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Liberians Take Step Toward Elections, as Candidates Are Approved


The United Nations Mission in Liberia, UNMIL, says the final list of candidates for October legislative and presidential elections has been approved.

The United Nations Mission in Liberia says the National Election Commission has resolved eligibility questions about some of the candidates, and a final list of 757 approved to run for office will be published in Monday papers.

Paul Risley, the spokesman for the U.N. mission said the resolution of the eligibility issue was well received by Liberians, as campaigning gets under way for the October 11 elections.

"Today is a great day of excitement in Monrovia," he said. "There is a lot of what is called voter sensitization that is occurring in the streets. There are several musical bands playing, and the political parties themselves are beginning to organize public displays of their own interest in the elections."

In question was the eligibility of 28 contenders for the Liberian presidency. Under Liberian law, only a Liberian citizen can run for president.

On Saturday, the National Electoral Commission announced that 22 candidates were eligible to run for president, and six were rejected. Commission head Frances Johnson Morris said that those approved included popular former Liberian football star George Opong Weah.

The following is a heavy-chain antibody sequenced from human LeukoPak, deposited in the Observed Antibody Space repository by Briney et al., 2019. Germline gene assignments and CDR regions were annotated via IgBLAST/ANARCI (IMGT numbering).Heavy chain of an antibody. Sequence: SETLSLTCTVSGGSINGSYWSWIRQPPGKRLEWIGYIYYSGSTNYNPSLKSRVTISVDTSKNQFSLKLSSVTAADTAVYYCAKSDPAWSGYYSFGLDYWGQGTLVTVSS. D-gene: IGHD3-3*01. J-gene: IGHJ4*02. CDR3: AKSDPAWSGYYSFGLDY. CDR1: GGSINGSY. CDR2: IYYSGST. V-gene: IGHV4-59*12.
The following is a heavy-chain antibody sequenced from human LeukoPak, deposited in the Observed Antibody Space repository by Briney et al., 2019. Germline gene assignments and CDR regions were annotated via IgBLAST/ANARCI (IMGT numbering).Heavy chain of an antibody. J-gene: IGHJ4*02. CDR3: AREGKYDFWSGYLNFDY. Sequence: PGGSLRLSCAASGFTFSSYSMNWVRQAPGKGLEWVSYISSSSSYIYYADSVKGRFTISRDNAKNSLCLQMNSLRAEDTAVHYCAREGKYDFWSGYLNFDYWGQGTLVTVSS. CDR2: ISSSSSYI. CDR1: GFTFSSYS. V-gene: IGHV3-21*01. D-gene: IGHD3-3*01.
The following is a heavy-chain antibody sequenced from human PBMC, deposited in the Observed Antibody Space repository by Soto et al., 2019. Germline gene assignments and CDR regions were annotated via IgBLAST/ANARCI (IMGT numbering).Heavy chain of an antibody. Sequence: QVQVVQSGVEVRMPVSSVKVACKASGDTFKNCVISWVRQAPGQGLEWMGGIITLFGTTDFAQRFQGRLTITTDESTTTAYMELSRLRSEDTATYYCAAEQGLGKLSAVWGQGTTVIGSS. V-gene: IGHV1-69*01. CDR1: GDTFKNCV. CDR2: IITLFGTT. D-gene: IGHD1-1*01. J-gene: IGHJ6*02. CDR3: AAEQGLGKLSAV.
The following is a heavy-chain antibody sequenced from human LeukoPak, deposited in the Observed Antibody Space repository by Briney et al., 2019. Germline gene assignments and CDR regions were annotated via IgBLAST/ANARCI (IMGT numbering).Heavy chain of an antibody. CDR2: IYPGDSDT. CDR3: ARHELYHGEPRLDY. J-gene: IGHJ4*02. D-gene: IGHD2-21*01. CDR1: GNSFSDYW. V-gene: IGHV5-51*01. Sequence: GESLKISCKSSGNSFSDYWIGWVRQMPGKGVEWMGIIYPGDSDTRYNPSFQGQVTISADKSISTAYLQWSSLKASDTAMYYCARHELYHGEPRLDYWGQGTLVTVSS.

The National Election Commission, NEC, said last week it was investigating a complaint against Mr. Weah brought by rivals, who said that, under Liberian law, his adoption of French citizenship while playing for Paris team St. Germain in 1993 barred him from running for president.

But the commission rejected the complaint.

Supporters of the former footballer had demonstrated angrily against the possibility of their hero being disqualified. One member of the electoral commission was threatened and had his car set on fire.

Highly popular among Liberians, who see him as a success story in a country torn apart by years of conflict, Mr. Weah is regarded as a leading candidate in the presidential race.

Despite the progress of the past few days, some analysts fear the pervasive nature of criminal activities in Liberia may disrupt the electoral process.

An analyst for the International Crisis Group, Mike McGovern, said the disarmament, demobilization, reintegration and rehabilitation process, or DDRR, was never really implemented properly in many critical regions of the country. This, he says could cause some problems in the weeks ahead.

"I think there are some very fundamental flaws in the DDRR program, in how it has been carried out so far," said Mike McGovern. "Whether that is going to manifest itself between now and October 11 is a separate question. And, I think the UNMIL has a pretty good handle on the situation for now. That is part of the reason why I am not too bothered by the fact that demonstrations here have been made illegal from now until then."

The presidential and legislative elections will end a transition period. President Gyude Bryant has governed since October 2003, two months after a 14-year-long civil war ended when former rebel leader Charles Taylor, under intense international pressure, resigned as head of state and went into exile in Nigeria. The election campaign opens Monday and runs until October 9.

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